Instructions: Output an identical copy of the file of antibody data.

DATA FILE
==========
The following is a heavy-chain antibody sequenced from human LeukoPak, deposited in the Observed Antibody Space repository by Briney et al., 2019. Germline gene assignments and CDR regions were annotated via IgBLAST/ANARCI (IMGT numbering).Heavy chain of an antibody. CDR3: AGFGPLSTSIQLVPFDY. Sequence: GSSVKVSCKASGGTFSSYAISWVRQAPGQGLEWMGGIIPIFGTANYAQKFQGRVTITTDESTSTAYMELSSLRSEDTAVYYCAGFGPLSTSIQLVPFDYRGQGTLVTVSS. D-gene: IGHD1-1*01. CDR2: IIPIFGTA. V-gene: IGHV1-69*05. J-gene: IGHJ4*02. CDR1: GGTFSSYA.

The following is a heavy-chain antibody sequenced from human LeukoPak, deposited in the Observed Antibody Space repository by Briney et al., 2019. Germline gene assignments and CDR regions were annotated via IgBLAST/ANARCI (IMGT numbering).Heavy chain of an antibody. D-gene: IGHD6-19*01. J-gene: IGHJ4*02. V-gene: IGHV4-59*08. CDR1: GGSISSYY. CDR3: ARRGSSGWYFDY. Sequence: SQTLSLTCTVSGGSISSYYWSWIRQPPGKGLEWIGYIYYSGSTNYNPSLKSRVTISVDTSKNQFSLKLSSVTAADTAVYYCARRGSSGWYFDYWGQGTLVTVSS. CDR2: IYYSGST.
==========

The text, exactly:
The following is a heavy-chain antibody sequenced from human LeukoPak, deposited in the Observed Antibody Space repository by Briney et al., 2019. Germline gene assignments and CDR regions were annotated via IgBLAST/ANARCI (IMGT numbering).Heavy chain of an antibody. CDR3: AGFGPLSTSIQLVPFDY. Sequence: GSSVKVSCKASGGTFSSYAISWVRQAPGQGLEWMGGIIPIFGTANYAQKFQGRVTITTDESTSTAYMELSSLRSEDTAVYYCAGFGPLSTSIQLVPFDYRGQGTLVTVSS. D-gene: IGHD1-1*01. CDR2: IIPIFGTA. V-gene: IGHV1-69*05. J-gene: IGHJ4*02. CDR1: GGTFSSYA.

The following is a heavy-chain antibody sequenced from human LeukoPak, deposited in the Observed Antibody Space repository by Briney et al., 2019. Germline gene assignments and CDR regions were annotated via IgBLAST/ANARCI (IMGT numbering).Heavy chain of an antibody. D-gene: IGHD6-19*01. J-gene: IGHJ4*02. V-gene: IGHV4-59*08. CDR1: GGSISSYY. CDR3: ARRGSSGWYFDY. Sequence: SQTLSLTCTVSGGSISSYYWSWIRQPPGKGLEWIGYIYYSGSTNYNPSLKSRVTISVDTSKNQFSLKLSSVTAADTAVYYCARRGSSGWYFDYWGQGTLVTVSS. CDR2: IYYSGST.